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dc.contributor.author GEETHANJALI A/P M. RAJASEGAR
dc.date.accessioned 2015-04-20T04:30:03Z
dc.date.accessioned 2018-07-10T08:39:46Z
dc.date.available 2015-04-20T04:30:03Z
dc.date.available 2018-07-10T08:39:46Z
dc.date.issued 2015
dc.identifier.uri http://localhost:8080/xmlui/handle/123456789/2156
dc.description.abstract Introduction: Malaria is a major public health problem in Cameroon (West Africa) where 100% of the population is at risk. Malaria in Cameroon is mainly due to infections by Plasmodium falciparum. Some population groups including pregnant women are at considerably higher risk of contracting malaria, and developing severe disease, than others. In Africa, 30 million women living in malaria-endemic areas become pregnant each year. It is known that malaria infection during pregnancy is a significant public health problem in Cameroon with substantial risks for the pregnant woman, her foetus, and the new-born child. The symptoms and complications of malaria in pregnancy vary according to malaria transmission intensity in the given geographical area and the individual’s level of acquired immunity. Agricultural practices of the population are often associated with malaria. Ecological complexity is both at the heart of agricultural impacts on malaria transmission and also the deepest challenge to successful collaboration between the agricultural and health sectors. Thus, malaria in pregnancy in plantation settings presents an important opportunity for health-related interventions that can simultaneously improve outcomes for both mother and child in Cameroon. Objectives: 1. To identify socio-demographic factors associated with malaria in pregnancy in the plantation community at Niete, Cameroon. 2. To identify the antenatal, housing and environmental factors associated with malaria in pregnancy in this population. 3. To identify the outcomes associated with malaria in pregnancy in this population. Methods: The study design was case-control. The sample size comprised of 120 participants. There were 60 cases and 60 controls. Data was collected from hospital records and also by interview technique as well as observation of investigator. Univariate and Multivariate analysis were conducted for comparison purposes. In this study, a p-value <0.05 was considered as statistically significant. Results: In univariate analysis for determinants of malaria in pregnancy it was revealed that there were significant association between these factors listed below and malaria in pregnancy in the Niete Plantation: Socio- Demographic Factors: Younger Maternal Age, Lower Education, Lower Household Income, Women not being employed and Women Rubber Tappers. Antenatal Factors: Lower Frequency of antenatal attendance Housing Factors: Absence of Fan, No Toilet Facility, Wooden Floor Material, Wooden Wall Material, Wooden Floor Holes, Wooden Wall Holes, Zinc Roof Holes, More than six months older Insecticide Treated Net (ITN), Holes on Currently Using ITN’s, Lower Usage of ITN by Pregnant Women, and Lower Usage of ITN by All Age Groups Environmental Factors: Presence of Bush Around the House Compound, Presence of Mosquito Breeding Sites, Absence of Personal Use of Insecticides or Sprays, Less Than One Kilometre distance of water body from house and ownership of livestock especially pig. Then using Multiple Logistic Regression the confounders were removed and this analysis revealed that the best significant predictors of malaria in pregnancy which were ownership of fan (p = 0.001*, OR = 6.349, 95% CI = 2.679 – 15.045), bush around compound (p = 0.016*, OR = 2.378, 95% CI = 1.175 – 4.812), presence of mosquito breeding site (p = 0.009*, OR = 3.882, 95% CI = 1.407 – 10.712), and use of personal insecticides or sprays (p = 0.027*, OR = 2.229, 1.098 – 4.524). Furthermore, it was observed that women whom had malaria in pregnancy were significantly (P < 0.05) more likely to have babies with medical problems such as low birth weight and neonatal asphyxiation as compared to women who did not have malaria in pregnancy. Conclusion: This study identified the maintenance of a clean environment free of mosquito breeding sites and use personal protections in the form of mosquito repellents as most essential measures for reducing mortality and morbidity rates associated with malaria in pregnancy. Keywords: Predictors, Malaria, Pregnancy, Cameroon, Multiple Logistic Regression en_US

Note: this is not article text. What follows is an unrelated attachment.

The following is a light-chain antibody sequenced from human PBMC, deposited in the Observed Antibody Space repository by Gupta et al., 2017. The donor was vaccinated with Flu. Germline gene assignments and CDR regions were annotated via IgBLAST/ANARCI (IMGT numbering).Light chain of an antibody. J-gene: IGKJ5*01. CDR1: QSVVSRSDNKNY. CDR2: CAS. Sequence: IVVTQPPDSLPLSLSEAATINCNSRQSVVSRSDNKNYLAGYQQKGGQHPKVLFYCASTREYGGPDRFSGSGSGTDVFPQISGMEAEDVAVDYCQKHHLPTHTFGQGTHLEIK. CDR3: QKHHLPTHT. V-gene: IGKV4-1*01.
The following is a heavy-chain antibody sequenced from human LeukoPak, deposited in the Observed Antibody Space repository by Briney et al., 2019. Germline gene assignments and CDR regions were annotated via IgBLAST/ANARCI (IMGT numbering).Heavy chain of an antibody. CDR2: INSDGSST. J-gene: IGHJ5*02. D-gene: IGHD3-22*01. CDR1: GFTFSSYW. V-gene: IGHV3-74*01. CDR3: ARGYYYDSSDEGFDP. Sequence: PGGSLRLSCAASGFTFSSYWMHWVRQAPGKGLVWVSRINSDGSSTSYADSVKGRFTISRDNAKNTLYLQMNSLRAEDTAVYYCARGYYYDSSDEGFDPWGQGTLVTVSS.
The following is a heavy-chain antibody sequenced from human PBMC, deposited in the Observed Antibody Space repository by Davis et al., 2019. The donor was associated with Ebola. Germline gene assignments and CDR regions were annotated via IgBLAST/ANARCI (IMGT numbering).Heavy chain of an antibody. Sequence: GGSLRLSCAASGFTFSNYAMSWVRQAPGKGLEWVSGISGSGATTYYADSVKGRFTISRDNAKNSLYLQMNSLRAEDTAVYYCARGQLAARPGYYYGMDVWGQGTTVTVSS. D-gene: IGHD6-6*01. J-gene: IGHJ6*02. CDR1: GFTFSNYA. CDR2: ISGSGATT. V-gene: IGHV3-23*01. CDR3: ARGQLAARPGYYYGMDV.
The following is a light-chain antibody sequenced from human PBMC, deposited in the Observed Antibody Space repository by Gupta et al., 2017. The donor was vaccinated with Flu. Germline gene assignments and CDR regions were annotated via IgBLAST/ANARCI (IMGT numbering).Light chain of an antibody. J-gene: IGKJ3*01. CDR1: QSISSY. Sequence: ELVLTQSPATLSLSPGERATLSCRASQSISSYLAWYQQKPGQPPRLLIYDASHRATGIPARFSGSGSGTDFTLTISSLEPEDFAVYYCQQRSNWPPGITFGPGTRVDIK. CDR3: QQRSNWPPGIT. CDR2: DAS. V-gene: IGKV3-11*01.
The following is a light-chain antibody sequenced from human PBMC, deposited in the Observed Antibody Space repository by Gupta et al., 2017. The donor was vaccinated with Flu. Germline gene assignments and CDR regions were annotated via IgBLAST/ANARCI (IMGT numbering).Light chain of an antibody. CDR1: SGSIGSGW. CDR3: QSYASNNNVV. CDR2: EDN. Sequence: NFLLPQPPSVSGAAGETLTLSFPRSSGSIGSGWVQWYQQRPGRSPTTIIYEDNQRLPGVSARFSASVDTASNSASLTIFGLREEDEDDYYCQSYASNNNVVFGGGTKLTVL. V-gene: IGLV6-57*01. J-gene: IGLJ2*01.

dc.language.iso en en_US
dc.publisher International Medical University en_US
dc.subject Malaria en_US
dc.subject Pregnancy en_US
dc.subject Plasmodium falciparum en_US
dc.subject Case-Control Studies en_US
dc.type Thesis en_US

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